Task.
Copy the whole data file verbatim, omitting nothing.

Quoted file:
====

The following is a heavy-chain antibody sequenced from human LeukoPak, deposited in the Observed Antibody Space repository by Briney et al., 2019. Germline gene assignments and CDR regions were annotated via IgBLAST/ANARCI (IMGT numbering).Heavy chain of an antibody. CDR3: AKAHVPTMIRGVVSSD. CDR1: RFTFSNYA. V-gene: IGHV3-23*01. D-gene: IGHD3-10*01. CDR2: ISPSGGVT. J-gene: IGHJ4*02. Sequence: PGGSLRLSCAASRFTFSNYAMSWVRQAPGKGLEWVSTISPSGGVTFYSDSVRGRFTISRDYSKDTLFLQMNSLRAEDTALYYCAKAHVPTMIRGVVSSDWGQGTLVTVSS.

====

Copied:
The following is a heavy-chain antibody sequenced from human LeukoPak, deposited in the Observed Antibody Space repository by Briney et al., 2019. Germline gene assignments and CDR regions were annotated via IgBLAST/ANARCI (IMGT numbering).Heavy chain of an antibody. CDR3: AKAHVPTMIRGVVSSD. CDR1: RFTFSNYA. V-gene: IGHV3-23*01. D-gene: IGHD3-10*01. CDR2: ISPSGGVT. J-gene: IGHJ4*02. Sequence: PGGSLRLSCAASRFTFSNYAMSWVRQAPGKGLEWVSTISPSGGVTFYSDSVRGRFTISRDYSKDTLFLQMNSLRAEDTALYYCAKAHVPTMIRGVVSSDWGQGTLVTVSS.